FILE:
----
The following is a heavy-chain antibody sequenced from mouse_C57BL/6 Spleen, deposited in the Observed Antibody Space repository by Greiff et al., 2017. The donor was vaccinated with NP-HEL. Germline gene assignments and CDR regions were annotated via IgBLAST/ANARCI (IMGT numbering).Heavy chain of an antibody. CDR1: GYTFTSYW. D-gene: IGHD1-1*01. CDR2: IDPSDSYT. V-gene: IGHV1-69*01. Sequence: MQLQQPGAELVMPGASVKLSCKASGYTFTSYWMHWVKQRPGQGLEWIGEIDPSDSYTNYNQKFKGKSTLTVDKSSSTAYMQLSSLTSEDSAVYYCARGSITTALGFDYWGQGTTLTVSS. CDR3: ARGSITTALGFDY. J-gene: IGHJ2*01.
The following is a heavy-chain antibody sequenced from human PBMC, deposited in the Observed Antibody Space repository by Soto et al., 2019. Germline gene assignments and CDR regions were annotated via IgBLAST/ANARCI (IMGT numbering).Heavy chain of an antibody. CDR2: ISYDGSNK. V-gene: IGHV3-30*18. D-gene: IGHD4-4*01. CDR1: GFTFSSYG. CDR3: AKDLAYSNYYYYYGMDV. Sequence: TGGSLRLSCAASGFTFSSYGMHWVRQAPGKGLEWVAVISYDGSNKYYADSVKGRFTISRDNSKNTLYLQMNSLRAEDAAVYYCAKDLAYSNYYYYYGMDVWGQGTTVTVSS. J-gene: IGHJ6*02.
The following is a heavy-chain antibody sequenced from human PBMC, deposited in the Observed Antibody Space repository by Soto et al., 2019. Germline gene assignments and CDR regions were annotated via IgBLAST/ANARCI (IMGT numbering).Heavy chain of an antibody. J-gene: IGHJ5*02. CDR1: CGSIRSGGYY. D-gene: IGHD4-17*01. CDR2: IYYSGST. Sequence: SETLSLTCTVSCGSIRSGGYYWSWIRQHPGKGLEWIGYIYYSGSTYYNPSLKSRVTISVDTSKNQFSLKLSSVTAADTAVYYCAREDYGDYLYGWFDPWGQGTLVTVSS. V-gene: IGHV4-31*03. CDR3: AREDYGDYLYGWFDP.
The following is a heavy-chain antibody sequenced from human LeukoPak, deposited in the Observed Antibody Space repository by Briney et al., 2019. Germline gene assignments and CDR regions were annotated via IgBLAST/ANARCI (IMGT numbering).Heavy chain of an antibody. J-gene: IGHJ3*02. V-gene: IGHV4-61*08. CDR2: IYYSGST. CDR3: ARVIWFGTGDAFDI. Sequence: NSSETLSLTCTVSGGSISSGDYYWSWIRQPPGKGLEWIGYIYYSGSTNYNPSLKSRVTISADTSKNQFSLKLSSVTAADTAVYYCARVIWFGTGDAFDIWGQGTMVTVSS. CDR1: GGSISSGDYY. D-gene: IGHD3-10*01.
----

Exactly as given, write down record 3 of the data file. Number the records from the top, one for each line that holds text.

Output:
The following is a heavy-chain antibody sequenced from human PBMC, deposited in the Observed Antibody Space repository by Soto et al., 2019. Germline gene assignments and CDR regions were annotated via IgBLAST/ANARCI (IMGT numbering).Heavy chain of an antibody. J-gene: IGHJ5*02. CDR1: CGSIRSGGYY. D-gene: IGHD4-17*01. CDR2: IYYSGST. Sequence: SETLSLTCTVSCGSIRSGGYYWSWIRQHPGKGLEWIGYIYYSGSTYYNPSLKSRVTISVDTSKNQFSLKLSSVTAADTAVYYCAREDYGDYLYGWFDPWGQGTLVTVSS. V-gene: IGHV4-31*03. CDR3: AREDYGDYLYGWFDP.